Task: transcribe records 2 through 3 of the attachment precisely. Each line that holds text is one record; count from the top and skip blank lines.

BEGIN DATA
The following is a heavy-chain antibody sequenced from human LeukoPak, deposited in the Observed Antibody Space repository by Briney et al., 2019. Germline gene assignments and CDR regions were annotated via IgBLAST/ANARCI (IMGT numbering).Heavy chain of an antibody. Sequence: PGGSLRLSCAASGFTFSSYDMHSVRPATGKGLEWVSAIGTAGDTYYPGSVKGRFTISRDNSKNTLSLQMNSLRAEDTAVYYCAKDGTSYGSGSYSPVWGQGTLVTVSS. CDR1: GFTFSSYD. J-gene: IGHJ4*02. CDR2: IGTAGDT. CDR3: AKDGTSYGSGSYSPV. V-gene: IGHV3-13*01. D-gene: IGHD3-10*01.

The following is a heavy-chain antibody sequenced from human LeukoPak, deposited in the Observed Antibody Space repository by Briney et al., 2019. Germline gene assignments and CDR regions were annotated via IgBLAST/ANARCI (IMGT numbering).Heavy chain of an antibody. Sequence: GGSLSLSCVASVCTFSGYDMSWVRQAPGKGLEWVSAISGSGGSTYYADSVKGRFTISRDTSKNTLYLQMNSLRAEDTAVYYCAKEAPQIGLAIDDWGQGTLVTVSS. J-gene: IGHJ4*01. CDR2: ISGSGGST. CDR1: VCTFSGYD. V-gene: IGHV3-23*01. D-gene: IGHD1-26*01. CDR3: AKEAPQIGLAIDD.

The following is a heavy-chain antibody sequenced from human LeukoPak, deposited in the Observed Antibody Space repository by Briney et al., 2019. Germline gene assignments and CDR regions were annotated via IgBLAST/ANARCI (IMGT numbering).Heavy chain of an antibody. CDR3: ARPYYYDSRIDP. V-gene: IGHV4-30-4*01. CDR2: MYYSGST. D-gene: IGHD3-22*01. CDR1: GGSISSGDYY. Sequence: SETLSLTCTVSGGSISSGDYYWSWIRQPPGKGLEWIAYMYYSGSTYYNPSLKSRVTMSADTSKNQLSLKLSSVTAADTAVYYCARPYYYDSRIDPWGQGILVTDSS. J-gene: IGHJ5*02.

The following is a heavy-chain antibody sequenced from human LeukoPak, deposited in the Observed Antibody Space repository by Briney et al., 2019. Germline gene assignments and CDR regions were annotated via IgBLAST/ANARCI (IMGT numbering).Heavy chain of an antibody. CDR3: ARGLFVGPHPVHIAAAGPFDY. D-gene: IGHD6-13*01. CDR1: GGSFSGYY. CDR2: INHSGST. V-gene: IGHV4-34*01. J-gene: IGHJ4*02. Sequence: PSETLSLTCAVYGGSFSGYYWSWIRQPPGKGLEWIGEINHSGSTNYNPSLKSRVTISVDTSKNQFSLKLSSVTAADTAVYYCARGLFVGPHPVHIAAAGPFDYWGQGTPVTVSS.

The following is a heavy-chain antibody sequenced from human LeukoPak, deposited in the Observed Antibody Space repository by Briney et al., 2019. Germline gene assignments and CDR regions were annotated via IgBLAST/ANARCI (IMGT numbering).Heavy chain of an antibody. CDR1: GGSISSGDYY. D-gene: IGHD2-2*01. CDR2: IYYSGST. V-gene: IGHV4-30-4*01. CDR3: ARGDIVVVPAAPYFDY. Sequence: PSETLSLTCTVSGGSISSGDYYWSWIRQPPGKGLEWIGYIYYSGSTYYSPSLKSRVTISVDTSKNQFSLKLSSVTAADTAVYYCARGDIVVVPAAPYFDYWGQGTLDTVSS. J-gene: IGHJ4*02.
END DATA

The following is a heavy-chain antibody sequenced from human LeukoPak, deposited in the Observed Antibody Space repository by Briney et al., 2019. Germline gene assignments and CDR regions were annotated via IgBLAST/ANARCI (IMGT numbering).Heavy chain of an antibody. Sequence: GGSLSLSCVASVCTFSGYDMSWVRQAPGKGLEWVSAISGSGGSTYYADSVKGRFTISRDTSKNTLYLQMNSLRAEDTAVYYCAKEAPQIGLAIDDWGQGTLVTVSS. J-gene: IGHJ4*01. CDR2: ISGSGGST. CDR1: VCTFSGYD. V-gene: IGHV3-23*01. D-gene: IGHD1-26*01. CDR3: AKEAPQIGLAIDD.

The following is a heavy-chain antibody sequenced from human LeukoPak, deposited in the Observed Antibody Space repository by Briney et al., 2019. Germline gene assignments and CDR regions were annotated via IgBLAST/ANARCI (IMGT numbering).Heavy chain of an antibody. CDR3: ARPYYYDSRIDP. V-gene: IGHV4-30-4*01. CDR2: MYYSGST. D-gene: IGHD3-22*01. CDR1: GGSISSGDYY. Sequence: SETLSLTCTVSGGSISSGDYYWSWIRQPPGKGLEWIAYMYYSGSTYYNPSLKSRVTMSADTSKNQLSLKLSSVTAADTAVYYCARPYYYDSRIDPWGQGILVTDSS. J-gene: IGHJ5*02.